It’s pretty much common knowledge among car enthusiasts that if you really get a kick out of driving, it doesn’t get much better than wheeling a Mazda Miata down a road that on a map resembles dropped spaghetti. In fact, when you factor in its great reliability as well as its low acquisition and running costs, Mazda’s sporty roadster is a strong candidate for “Bang for the Buck” champion of all time.
But even after you’ve decided you want to join Miata Nation, you’ve still got a tough choice to make. The model has been on the market for almost thirty years now, and for less than ten grand, you can pick up great examples from any of its first three generations (which Mazda engineers have dubbed, respectively, “NA,” “NB,” and “NC”).
With pristine early examples, rare MazdaSpeed specimens, and even late-model retractable hardtops all within relatively easy reach, the hardest part of buying a used MX-5 may be figuring out exactly which one to pursue.
Not to worry. Below we’ve identified the pros and cons of each to make it easy to find the Miata that’s perfect just for you.
This first version of Mazda’s well-sorted and popular roadster is the most basic in the best of ways. Weighing in at just about 2,200 pounds, the “NA” is the lightest of these first three generations, while its diminutive dimensions, sharp steering, athletic handling, and super slick-shifting five-speed stick contribute greatly to its eager-to-please personality.
In earliest versions of the NA, a 1.6-liter DOHC inline four makes just 116 horsepower but delivers it in a smooth and spirited fashion. A five-speed manual is standard, with a four-speed automatic optional (and far less desirable). With so little mass to propel, performance is peppy enough. Still, an early Miata is definitely more about carving up curvy roads than ripping away from stoplights.
Some argue that the NA is the purest expression of Miata. It’s possible to find one with hand-cranked windows, non-assisted steering, and non-ABS brakes. That said, power steering and windows are also available in the NA, as are alloy wheels and air conditioning.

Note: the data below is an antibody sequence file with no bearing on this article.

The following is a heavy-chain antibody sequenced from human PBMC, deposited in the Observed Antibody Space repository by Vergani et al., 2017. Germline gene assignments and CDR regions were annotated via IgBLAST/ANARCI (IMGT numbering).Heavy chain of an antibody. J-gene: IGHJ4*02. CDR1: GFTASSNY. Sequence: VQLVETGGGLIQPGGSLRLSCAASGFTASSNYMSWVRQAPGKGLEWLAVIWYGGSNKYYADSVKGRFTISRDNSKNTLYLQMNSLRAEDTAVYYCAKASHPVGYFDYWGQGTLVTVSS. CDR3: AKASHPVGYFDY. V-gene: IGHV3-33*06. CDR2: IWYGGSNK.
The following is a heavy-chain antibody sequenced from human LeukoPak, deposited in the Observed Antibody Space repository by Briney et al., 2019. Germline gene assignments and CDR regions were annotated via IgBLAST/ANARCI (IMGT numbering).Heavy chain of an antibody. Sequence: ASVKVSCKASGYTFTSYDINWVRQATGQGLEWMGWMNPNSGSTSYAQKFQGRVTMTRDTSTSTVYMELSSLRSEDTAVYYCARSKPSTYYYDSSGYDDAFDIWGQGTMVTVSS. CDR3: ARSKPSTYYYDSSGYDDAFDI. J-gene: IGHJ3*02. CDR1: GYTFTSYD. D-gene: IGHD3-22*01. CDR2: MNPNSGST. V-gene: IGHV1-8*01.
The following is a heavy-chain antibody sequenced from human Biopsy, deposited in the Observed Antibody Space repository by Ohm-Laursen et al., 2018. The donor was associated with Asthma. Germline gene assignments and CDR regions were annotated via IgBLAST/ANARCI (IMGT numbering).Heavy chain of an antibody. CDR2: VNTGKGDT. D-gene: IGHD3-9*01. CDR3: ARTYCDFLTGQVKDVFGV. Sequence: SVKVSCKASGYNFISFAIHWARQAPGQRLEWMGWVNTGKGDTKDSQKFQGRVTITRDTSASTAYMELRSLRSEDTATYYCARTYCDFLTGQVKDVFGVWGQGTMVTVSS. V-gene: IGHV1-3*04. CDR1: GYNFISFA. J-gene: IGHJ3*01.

A number of special versions throughout the NA run are worth noting, such as the 1993 Limited Edition with its black exterior and red leather interior, as well as various “M” editions that followed with similarly thematic color schemes and fancier interiors. There’s also a track-focused R package, featuring a stiffer suspension with Bilstein shocks as well as a Torsen limited-slip differential (LSD).
But the most significant changes for the NA take place with the 1994 model year, when it was given a slightly larger and more powerful 1.8-liter, 128 hp engine, plus a stiffened structure, a stouter rear differential, and the option of the Torsen LSD for non-R packaged trims (replacing a viscous LSD that was previously available).
Though Miata purists tend to covet all-original first-year NA examples, we’d recommend that more practical-minded NA enthusiasts focus their searches on the final four years of the run (1994-1997) to take advantage of these later improvements.
The second-generation MX-5, or “NB,” debuted for 1999 (skipping the 1998 model year), with a redesigned and more curvaceous body, somewhat like a ¾ scale Jaguar XKE. Inside, the dash and seats are more substantial, and overall materials quality is better than before. Although the dimensions remain virtually identical to the NA, this Miata gains about 200 pounds. But it also gains some muscle, with about a 10% bump in the 1.8-liter engine’s output (to around 140 hp), providing stronger performance. As before, a five-speed manual is the preferable and standard gearbox, with a four-speed slushbox still available as an option.
Now boasting swifter acceleration — around 8 seconds flat to 60 mph versus around 9 seconds previously — the second-gen Miata retains the model’s reknown, light-on-its-tires nature. Other perks include a glass rear window (versus the former’s scratch- and fade-prone plastic), slightly more trunk capacity, and, thanks to a more rigid structure, greater composure over rough pavement.
The tradition of special editions continues with the NB. Highlights include the 1999 Anniversary edition, which marks the debut of a six-speed manual, and, for the 2000 model year, the SE, which features lovely dark red paint complimented by tan leather inside — a terrific combo that makes it, to our eyes, one of the sharpest MX-5s ever to roll off the assembly line.
But the star of the NB’s seven-year run is surely the MazdaSpeed variant, which packs a turbocharged version of the 1.8 mill under the hood, offering 178 peak horsepower along with a fatter powerband. It’s enough thrust to launch this Miata to 60 mph in about 6.7 seconds, over a second quicker than its naturally aspirated brethren. Handling is also sharpened up via larger 17-inch wheels with lower-profile tires and a lowered, firmer suspension.